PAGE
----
memorial wall

The names of the fallen

Soon I am summoned back onto the boat, my time at the memorial is up and the boat points back to the shore. After we disembark I head directly to the museum; I have a thirst to see more and learn more. The museum puts a human face to the historical day. Everything inside is engrossing. It is filled with news clippings, dramatic photos, maps, artifacts, video interviews with survivors and even President Roosevelt’s speech with his handwritten edits declaring war on December 8, 1941. However, strangely I am drawn to the video interviews with Japanese civilians about what their lives were like during war time. I am transfixed by the stories of different cultures and how people are the same all over the world; reaffirming why I love to travel.

Day of Infamy speech

The infamous speech with edits

I stare at the plaque,

“Day of Infamy. December 7, 1941. The roar of aircraft breaks the Sunday morning stillness as Japanese planes sweep across O’ahu. They head toward military airfields and to Pearl Harbor, where sailors prepare to raise the Stars and Stripes. The surprise attack thrusts America into World War II.”

This is the story I hear throughout the afternoon in words, sounds, videos, and papers. It is a somber visit, but one worth taking.

I look at my watch; I’ve been at the park for over 3 hours. I let out a big sigh and decide I’ve seen enough. I’m happy I came here to learn more, see the aftermath, remember the dead, and honor our veterans.

Pearl Harbor Memorial

The memorial was beautifully designed

More Information on Pearl Harbor Memorial:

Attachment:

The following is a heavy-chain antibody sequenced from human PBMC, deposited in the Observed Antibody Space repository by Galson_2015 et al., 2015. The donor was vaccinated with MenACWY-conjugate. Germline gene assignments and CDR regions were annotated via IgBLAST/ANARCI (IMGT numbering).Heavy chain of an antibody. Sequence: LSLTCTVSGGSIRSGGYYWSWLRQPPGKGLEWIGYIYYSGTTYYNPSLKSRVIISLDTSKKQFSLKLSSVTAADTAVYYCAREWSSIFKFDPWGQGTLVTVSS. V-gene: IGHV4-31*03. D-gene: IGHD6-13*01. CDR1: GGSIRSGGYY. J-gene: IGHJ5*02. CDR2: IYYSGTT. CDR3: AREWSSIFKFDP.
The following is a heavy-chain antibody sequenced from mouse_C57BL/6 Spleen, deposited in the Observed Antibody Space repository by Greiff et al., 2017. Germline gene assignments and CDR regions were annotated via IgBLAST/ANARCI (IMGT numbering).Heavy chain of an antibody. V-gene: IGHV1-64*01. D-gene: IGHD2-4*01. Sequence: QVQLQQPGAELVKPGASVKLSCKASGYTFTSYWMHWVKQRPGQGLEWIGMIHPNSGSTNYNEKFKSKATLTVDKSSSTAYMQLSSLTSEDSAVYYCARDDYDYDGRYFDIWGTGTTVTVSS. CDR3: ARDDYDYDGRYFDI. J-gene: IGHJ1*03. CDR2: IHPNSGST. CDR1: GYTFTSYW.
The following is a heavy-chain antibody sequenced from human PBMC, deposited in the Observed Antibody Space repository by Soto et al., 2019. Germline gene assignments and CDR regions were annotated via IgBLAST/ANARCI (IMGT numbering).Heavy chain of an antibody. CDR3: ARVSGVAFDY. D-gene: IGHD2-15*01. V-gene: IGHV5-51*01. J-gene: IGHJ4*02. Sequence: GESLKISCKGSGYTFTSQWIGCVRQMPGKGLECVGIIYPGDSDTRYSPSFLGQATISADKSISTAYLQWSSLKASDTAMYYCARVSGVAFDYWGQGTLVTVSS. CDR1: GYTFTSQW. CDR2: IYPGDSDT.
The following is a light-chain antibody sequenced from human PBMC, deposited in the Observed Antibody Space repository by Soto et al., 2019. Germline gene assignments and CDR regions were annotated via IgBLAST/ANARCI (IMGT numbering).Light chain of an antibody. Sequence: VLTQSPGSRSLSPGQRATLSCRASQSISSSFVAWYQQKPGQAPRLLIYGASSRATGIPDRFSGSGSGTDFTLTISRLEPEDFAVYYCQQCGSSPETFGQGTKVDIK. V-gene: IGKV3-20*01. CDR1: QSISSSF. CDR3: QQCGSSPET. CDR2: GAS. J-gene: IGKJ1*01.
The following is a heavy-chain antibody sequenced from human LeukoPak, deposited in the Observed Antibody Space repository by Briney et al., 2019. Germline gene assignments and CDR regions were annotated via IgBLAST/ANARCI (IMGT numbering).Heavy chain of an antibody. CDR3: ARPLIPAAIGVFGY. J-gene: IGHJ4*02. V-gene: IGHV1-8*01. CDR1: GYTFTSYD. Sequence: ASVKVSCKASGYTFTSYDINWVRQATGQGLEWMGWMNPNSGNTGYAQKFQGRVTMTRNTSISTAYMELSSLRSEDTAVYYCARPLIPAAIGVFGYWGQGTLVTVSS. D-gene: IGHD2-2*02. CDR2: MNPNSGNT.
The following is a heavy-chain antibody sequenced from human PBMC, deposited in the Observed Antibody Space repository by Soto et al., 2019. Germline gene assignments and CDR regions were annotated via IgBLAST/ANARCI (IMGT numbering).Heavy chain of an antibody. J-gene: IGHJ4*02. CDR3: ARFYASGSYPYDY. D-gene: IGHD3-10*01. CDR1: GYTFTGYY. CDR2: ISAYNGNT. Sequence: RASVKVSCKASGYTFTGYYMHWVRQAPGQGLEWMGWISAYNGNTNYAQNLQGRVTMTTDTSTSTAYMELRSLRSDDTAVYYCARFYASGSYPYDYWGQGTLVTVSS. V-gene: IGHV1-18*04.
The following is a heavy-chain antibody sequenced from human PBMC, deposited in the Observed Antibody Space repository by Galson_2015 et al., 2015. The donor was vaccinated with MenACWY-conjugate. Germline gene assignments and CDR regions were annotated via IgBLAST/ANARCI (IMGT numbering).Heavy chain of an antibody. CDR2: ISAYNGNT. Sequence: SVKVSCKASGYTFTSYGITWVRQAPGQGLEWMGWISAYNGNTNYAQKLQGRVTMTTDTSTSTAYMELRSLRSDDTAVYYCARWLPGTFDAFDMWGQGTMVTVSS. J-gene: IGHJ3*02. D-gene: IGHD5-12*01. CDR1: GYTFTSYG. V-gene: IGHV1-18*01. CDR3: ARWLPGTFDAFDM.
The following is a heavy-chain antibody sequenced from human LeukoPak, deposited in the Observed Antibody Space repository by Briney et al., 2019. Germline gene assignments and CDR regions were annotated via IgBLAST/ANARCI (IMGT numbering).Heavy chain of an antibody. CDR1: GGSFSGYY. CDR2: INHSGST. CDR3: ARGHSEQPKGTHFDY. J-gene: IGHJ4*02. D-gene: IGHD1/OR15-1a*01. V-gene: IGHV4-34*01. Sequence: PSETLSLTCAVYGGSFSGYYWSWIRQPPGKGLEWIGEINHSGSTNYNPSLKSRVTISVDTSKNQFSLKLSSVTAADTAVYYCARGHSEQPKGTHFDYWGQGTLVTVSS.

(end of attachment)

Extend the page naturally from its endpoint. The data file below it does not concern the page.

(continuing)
The Memorial is run by the National Park Service and entry to the memorial is free (includes movie and short boat trip to the memorial on the water). Audio Tours are available for a fee and I highly recommend getting one. The audio provides even more information and interviews with survivors; a really moving supplement to the park itself.

Pear Harbor Park Website

The 70th Anniversary of the attack is this week – December 7, 2012 and there are a host of events planned. If you are in the area be sure to check it out –
( The few remaining survivors will also be there. It’s a fleeting opportunity to meet these veterans as time marches on.

Finally the rangers I spoke to told me about a fabulous program for schools that I was excited to share.
If you are a teacher – listen up!!
The Witness To History Video Conference Program provides students and educators, nationally and internationally, with a unique and invaluable distance learning opportunity dedicated to the history of Dec. 7, 1941. Through first hand accounts, artifact examination and expert historical interpretation, the events surrounding the attack on Pearl Harbor come alive for students. Veteran survivors and civilians participate in the video conference. What a unique opportunity that will be fading away as the years go by and we lose our Pearl Harbor veterans. Participation is free. For more information contact [email protected] or (808) 954-8744